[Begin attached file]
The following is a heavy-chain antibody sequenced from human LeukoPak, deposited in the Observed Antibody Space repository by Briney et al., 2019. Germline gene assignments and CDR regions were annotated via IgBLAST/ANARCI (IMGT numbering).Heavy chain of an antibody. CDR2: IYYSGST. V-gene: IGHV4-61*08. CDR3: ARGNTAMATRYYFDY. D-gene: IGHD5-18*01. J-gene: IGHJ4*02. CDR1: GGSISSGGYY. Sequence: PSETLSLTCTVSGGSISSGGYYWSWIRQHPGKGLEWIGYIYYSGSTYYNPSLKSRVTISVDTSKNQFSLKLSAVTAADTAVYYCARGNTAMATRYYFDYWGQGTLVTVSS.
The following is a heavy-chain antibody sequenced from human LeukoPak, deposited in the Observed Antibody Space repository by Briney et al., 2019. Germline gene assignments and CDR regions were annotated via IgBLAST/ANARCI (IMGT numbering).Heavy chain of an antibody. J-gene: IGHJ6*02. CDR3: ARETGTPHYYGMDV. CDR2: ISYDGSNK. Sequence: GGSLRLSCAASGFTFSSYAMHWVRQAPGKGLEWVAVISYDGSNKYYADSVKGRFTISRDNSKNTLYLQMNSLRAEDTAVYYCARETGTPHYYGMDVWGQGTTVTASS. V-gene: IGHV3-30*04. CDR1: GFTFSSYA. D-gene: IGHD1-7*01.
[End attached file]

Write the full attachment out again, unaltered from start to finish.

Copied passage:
The following is a heavy-chain antibody sequenced from human LeukoPak, deposited in the Observed Antibody Space repository by Briney et al., 2019. Germline gene assignments and CDR regions were annotated via IgBLAST/ANARCI (IMGT numbering).Heavy chain of an antibody. CDR2: IYYSGST. V-gene: IGHV4-61*08. CDR3: ARGNTAMATRYYFDY. D-gene: IGHD5-18*01. J-gene: IGHJ4*02. CDR1: GGSISSGGYY. Sequence: PSETLSLTCTVSGGSISSGGYYWSWIRQHPGKGLEWIGYIYYSGSTYYNPSLKSRVTISVDTSKNQFSLKLSAVTAADTAVYYCARGNTAMATRYYFDYWGQGTLVTVSS.
The following is a heavy-chain antibody sequenced from human LeukoPak, deposited in the Observed Antibody Space repository by Briney et al., 2019. Germline gene assignments and CDR regions were annotated via IgBLAST/ANARCI (IMGT numbering).Heavy chain of an antibody. J-gene: IGHJ6*02. CDR3: ARETGTPHYYGMDV. CDR2: ISYDGSNK. Sequence: GGSLRLSCAASGFTFSSYAMHWVRQAPGKGLEWVAVISYDGSNKYYADSVKGRFTISRDNSKNTLYLQMNSLRAEDTAVYYCARETGTPHYYGMDVWGQGTTVTASS. V-gene: IGHV3-30*04. CDR1: GFTFSSYA. D-gene: IGHD1-7*01.